Last May, Canadian singer-songwriter Gordon Lightfoot marked his 150th concert at Toronto’s Massey Hall over the last 40 years. With 2012′s Massey Hall Moments – All Live, the performer who counted Robbie Robertson and Bob Dylan among his fans presents some of his finer musical moments from the historical site.
The songs were selected from performances between 1998 and 2001, so the window is a fairly small one, but that doesn’t diminish from the quality of the performances. Lightfoot’s well-known, smooth baritone is rich and pensive in all the right places, lending a degree of intimacy that few artists muster. For Canadians, Lightfoot’s work has painted a picture across the Great White North. His songs have examined history, the open road and the open heart with uncommon gentleness, but nothing about the 73-year-old rings false. Inducted into the Canadian Music Hall of Fame in 1986, Gordon Lightfoot is one of the biggest pieces to the Canadian music puzzle.
Massey Hall Moments – All Live is a remarkable way to get back in touch with the legend. The songs are presented as authentic live mixes, without overdubs and without mixing. This gives the music a decidedly earthy feel, as if each number is being rolled out for the first time through the speakers.
It’s hard to say that there are any Lightfoot classics missing from All Live. Kicking things off with “14 Karat Gold,” recorded at Massey Hall in May of 1998, is a wise choice. The line “Please understand if I don’t talk too loud” seems to sum up Lightfoot in a particularly eloquent fashion, while his 12-string is almost mystical and engaging.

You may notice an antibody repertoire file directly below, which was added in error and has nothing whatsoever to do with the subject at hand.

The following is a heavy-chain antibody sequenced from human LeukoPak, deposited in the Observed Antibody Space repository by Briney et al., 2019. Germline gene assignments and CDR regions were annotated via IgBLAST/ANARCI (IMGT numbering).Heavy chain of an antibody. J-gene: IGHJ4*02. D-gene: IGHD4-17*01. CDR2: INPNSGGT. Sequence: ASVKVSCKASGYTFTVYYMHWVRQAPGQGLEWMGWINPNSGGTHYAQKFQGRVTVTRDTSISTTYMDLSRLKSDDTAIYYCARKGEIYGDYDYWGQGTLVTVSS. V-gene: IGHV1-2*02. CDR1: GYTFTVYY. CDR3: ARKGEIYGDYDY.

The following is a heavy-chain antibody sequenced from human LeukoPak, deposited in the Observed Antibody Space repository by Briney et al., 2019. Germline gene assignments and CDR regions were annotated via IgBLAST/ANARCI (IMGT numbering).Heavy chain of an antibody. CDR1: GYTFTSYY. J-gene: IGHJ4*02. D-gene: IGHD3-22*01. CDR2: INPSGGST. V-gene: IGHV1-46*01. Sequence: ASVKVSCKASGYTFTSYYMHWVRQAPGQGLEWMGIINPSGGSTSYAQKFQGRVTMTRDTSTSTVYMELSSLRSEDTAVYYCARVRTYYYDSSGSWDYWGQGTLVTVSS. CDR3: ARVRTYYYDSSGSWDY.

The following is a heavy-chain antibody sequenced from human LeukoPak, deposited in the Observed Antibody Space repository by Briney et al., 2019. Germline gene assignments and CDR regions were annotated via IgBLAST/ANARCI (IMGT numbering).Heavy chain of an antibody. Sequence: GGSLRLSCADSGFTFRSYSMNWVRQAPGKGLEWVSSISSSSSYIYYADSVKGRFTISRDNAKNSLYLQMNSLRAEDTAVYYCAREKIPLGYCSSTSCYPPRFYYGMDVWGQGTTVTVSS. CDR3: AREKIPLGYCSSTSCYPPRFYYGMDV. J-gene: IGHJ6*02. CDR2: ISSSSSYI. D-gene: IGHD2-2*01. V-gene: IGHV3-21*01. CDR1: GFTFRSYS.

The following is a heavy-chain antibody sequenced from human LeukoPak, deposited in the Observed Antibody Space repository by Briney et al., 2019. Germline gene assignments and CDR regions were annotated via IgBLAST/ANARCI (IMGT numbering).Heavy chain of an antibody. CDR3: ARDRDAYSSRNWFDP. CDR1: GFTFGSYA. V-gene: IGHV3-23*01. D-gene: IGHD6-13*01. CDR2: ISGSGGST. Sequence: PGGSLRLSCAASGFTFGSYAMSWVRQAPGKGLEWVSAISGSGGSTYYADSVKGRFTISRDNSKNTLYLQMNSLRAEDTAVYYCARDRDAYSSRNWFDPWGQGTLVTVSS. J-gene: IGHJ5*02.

“If You Could Read My Mind” makes an appearance, of course. It is, in this writer’s view, one of the loveliest pieces of music ever written. Here, Lightfoot is accompanied by delicate strings. The Sit Down Young Stranger standout is one of his most recognized tunes and revisiting it in the sonic confines of Massey Hall confirms why.
Other Lightfoot hits, like “Early Morning Rain,” “Carefree Highway” and “Sundown,” reveal a slightly more raucous side of the laidback songwriter. And the scope and haunting elegance of “The Wreck of the Edmund Fitzgerald” appears in all its Dorian mode glory.
Massey Hall Moments – All Live captures one of Canada’s best at his best. Lightfoot truly is a national treasure and these songs illustrate his influence over folk and popular music. His modest nature shines through and his unappeasable thirst for more stories and more songs will carry him on — just as his legacy will carry us through.
Article originally published as Gordon Lightfoot – Massey Hall Moments: All Live at Something Else Reviews.